“High loads of bacteria will destroy the fish before they go to the freezing plant,” notes Musleh Uddin, Albion’s director of corporate quality assurance. “There were some worker concerns about off-gassing, but if you explain ozone is eco-friendly and better than chemicals, you can get past those concerns. After nine months of use, the concern is gone.”
Ozone is inherently unstable, with the three oxygen elements seeking stability by attaching to carbon, hydrogen and other atoms. Albion’s system generates ozone at a 1.5 ppm ratio; when it reaches the point of use, the concentration is 1.2 ppm, and within 30 seconds it completely dissipates, according to Uddin. Residual amounts become airborne at less than 0.3 ppm, enough to knock out any yeast and mold but not enough to affect human health. “It’s almost like a sterilized plant,” he adds. “Health inspectors have commented that there is no fish smell in the building.”
Albion’s product portfolio includes a line of sushi. “We cannot stop the lipid deterioration with normal freezing, and if fat oxidizes, you get bad odors,” comments Uddin. “Any food intended for raw consumption requires -30 degrees Celsius.” Choosing to err on the side of caution, the firm holds sushi at -70 degrees C/-94 degrees Fahrenheit.
Now that Albion has blazed the ozone trail, many more Canadian processors are likely to follow. They will join a roster of ozone users that includes bottled water companies and most fresh-cut produce suppliers.
Strickland Produce Inc., Nashville, Tenn., was an early champion of ozone. CEO Walter Strickland says the company began rigorous study of ozone in combination with chlorine in 1998. “You get an improved flavor from fruits and vegetables, and it is very beneficial in extending shelf life,” he says.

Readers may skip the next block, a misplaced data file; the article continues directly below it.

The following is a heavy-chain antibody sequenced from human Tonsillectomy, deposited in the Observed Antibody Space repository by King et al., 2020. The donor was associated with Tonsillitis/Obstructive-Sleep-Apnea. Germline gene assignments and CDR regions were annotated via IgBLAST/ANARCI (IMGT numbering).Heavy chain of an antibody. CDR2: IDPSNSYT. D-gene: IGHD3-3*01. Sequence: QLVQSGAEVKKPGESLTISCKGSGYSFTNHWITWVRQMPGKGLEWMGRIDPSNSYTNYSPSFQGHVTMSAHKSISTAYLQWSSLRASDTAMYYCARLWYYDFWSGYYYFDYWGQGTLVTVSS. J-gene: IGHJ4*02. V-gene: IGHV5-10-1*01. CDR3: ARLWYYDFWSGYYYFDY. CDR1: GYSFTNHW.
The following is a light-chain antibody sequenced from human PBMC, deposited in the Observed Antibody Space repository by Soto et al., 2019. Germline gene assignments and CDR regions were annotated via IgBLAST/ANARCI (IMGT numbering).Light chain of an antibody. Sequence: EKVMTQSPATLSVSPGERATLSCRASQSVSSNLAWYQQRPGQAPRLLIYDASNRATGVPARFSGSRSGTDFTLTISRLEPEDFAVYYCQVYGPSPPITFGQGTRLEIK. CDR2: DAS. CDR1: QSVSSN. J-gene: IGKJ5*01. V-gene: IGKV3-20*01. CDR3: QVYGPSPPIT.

In a detailed study Strickland conducted and provided to the International Ozone Assn., he calculated a commercial system for washing and packaging fresh-cut salads produced a 21-month payback from a 60 percent reduction in water use and $112,320 in annual labor costs. Additional savings in reduced maintenance and reduced downtime for water changes also accrued.
A skid-mounted ozone metering and monitoring system was included in a hydro-chilling system for refrigerated side dishes manufactured by Kettle Creations in Lima, Ohio, when the facility was built in 2009 (the company was acquired in 2012 by Bob Evans Farms Inc. and is undergoing major expansion). Ozone purifies recirculated water that is sprayed on trays and pouches of mashed potatoes and other dishes as they are conveyed 2,700 ft. through a spiral cooler.
“Chlorine is the old standby” for similar systems,” and most food companies opt for chlorine treatment. notes Ken Soper, production manager at Coastline Equipment Inc., the Bellingham, Wash., supplier that fabricated Kettle Creations’ cooler. “But companies that really look at their costs are inclined to choose ozone,” he says.
Don’t fix what’s not broken is a guiding principle in process industries, and even small changes are approached with considerable caution. As the efficacy and cost advantages of ozone become more widely understood, the technology’s role in plant hygiene will grow.